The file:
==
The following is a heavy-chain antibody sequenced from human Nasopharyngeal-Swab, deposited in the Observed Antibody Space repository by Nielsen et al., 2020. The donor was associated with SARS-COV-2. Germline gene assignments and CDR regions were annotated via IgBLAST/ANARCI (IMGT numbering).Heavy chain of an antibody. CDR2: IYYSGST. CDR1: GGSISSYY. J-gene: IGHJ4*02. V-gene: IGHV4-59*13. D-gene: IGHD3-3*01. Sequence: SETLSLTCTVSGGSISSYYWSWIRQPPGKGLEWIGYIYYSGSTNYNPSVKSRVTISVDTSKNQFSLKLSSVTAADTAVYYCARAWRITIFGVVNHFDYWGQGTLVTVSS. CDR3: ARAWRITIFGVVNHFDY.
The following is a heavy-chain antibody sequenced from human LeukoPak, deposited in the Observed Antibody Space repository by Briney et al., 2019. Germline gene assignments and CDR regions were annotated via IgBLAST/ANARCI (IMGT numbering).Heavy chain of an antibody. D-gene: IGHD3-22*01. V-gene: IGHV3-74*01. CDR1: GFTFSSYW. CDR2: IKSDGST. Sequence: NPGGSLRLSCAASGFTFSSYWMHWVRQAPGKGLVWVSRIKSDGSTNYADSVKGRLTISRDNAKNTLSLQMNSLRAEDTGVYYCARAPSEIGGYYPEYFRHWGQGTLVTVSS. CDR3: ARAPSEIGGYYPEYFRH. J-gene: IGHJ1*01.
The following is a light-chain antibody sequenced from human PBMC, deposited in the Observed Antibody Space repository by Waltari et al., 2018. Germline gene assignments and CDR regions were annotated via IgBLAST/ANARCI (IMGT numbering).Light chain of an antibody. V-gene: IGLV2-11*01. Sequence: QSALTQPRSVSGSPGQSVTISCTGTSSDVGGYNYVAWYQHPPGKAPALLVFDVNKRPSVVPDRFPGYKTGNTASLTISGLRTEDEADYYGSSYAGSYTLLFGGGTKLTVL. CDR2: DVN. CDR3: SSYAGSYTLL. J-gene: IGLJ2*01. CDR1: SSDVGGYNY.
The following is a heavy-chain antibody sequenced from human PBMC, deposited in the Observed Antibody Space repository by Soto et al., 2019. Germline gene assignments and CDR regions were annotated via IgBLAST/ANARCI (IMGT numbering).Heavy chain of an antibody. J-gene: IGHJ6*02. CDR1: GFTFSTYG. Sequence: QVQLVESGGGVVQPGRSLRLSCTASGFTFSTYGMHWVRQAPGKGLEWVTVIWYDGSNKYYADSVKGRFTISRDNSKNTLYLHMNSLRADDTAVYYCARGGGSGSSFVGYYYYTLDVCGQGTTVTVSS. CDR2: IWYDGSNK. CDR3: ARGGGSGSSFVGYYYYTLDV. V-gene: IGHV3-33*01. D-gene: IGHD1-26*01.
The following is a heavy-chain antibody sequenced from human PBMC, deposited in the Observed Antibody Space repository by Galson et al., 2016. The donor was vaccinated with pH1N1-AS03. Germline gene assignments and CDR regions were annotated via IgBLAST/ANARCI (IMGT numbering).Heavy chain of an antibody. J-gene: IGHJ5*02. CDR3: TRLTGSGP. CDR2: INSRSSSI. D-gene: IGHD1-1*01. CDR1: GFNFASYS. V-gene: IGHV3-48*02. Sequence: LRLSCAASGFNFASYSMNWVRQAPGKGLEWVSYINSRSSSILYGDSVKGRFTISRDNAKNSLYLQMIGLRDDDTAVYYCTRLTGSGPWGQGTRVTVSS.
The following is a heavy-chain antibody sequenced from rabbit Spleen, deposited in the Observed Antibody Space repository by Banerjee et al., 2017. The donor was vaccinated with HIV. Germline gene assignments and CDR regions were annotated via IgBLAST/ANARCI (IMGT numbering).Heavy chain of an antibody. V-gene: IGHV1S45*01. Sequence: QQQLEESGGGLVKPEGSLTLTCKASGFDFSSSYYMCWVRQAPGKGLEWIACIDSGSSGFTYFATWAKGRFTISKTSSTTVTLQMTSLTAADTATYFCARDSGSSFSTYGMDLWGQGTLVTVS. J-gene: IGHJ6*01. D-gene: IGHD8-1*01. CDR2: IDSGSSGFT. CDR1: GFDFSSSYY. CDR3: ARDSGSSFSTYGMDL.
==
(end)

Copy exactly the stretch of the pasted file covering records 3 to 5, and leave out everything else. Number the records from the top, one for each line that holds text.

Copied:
The following is a light-chain antibody sequenced from human PBMC, deposited in the Observed Antibody Space repository by Waltari et al., 2018. Germline gene assignments and CDR regions were annotated via IgBLAST/ANARCI (IMGT numbering).Light chain of an antibody. V-gene: IGLV2-11*01. Sequence: QSALTQPRSVSGSPGQSVTISCTGTSSDVGGYNYVAWYQHPPGKAPALLVFDVNKRPSVVPDRFPGYKTGNTASLTISGLRTEDEADYYGSSYAGSYTLLFGGGTKLTVL. CDR2: DVN. CDR3: SSYAGSYTLL. J-gene: IGLJ2*01. CDR1: SSDVGGYNY.
The following is a heavy-chain antibody sequenced from human PBMC, deposited in the Observed Antibody Space repository by Soto et al., 2019. Germline gene assignments and CDR regions were annotated via IgBLAST/ANARCI (IMGT numbering).Heavy chain of an antibody. J-gene: IGHJ6*02. CDR1: GFTFSTYG. Sequence: QVQLVESGGGVVQPGRSLRLSCTASGFTFSTYGMHWVRQAPGKGLEWVTVIWYDGSNKYYADSVKGRFTISRDNSKNTLYLHMNSLRADDTAVYYCARGGGSGSSFVGYYYYTLDVCGQGTTVTVSS. CDR2: IWYDGSNK. CDR3: ARGGGSGSSFVGYYYYTLDV. V-gene: IGHV3-33*01. D-gene: IGHD1-26*01.
The following is a heavy-chain antibody sequenced from human PBMC, deposited in the Observed Antibody Space repository by Galson et al., 2016. The donor was vaccinated with pH1N1-AS03. Germline gene assignments and CDR regions were annotated via IgBLAST/ANARCI (IMGT numbering).Heavy chain of an antibody. J-gene: IGHJ5*02. CDR3: TRLTGSGP. CDR2: INSRSSSI. D-gene: IGHD1-1*01. CDR1: GFNFASYS. V-gene: IGHV3-48*02. Sequence: LRLSCAASGFNFASYSMNWVRQAPGKGLEWVSYINSRSSSILYGDSVKGRFTISRDNAKNSLYLQMIGLRDDDTAVYYCTRLTGSGPWGQGTRVTVSS.